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The Political Geography of Empire in the English Revolution

The Political Geography of Empire in the English Revolution

Chapter:
(p.86) Chapter Three The Political Geography of Empire in the English Revolution
Source:
Urban Dreams, Rural Commonwealth
Author(s):
Paul Musselwhite
Publisher:
University of Chicago Press
DOI:10.7208/chicago/9780226585314.003.0004

This chapter focuses on the role that debates over Chesapeake political economy and town development played in the drafting of the first Navigation Act in the early 1650s. It examines the connections between London merchants, radical religious communities in the Chesapeake, and the intellectual circle that developed around the London publisher Samuel Hartlib. Members of this network exchanged ideas about the potential for economic growth within the empire and the political problems in the Chesapeake that were holding it back. The solutions that Hartlib’s circle developed centered on the need for towns in the Chesapeake. The architect of the first Navigation Act, Benjamin Worsley (a member of Hartlib’s circle), predicated his vision for restricting colonial commerce to English shipping upon his understanding of this simultaneous effort to establish multiple urban centers that would enforce, but also benefit from, the trading restrictions. The chapter goes on to trace the practically unknown story of the effort to impose this urban vision on both Maryland and Virginia. Ultimately, a backlash against the project helped to reinforce the political cohesion of the county community and lay the groundwork for an explicitly agrarian civic vision amongst the royalist planter elite during the late 1650s.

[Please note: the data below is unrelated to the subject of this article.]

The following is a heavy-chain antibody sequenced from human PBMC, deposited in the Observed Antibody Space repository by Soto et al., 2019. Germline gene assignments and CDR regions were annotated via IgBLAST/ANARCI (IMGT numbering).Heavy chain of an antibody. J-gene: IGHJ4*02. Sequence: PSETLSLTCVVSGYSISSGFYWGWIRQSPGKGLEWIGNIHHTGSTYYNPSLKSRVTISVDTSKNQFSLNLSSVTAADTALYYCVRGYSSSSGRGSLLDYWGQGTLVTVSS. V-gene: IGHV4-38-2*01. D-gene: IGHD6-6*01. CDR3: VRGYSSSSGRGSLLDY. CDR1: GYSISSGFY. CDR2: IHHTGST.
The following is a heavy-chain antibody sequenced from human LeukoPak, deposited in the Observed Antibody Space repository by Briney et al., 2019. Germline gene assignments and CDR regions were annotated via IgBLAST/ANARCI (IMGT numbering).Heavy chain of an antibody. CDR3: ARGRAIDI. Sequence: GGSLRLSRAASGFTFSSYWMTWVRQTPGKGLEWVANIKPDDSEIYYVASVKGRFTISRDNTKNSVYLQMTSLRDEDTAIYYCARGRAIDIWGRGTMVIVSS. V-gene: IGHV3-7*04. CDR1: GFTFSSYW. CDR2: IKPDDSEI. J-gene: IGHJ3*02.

Keywords:   Benjamin Worsley, Hartlib Circle, Navigation Act, Maryland, Virginia, urban corporations, planter-merchants, puritanism, mercantilism

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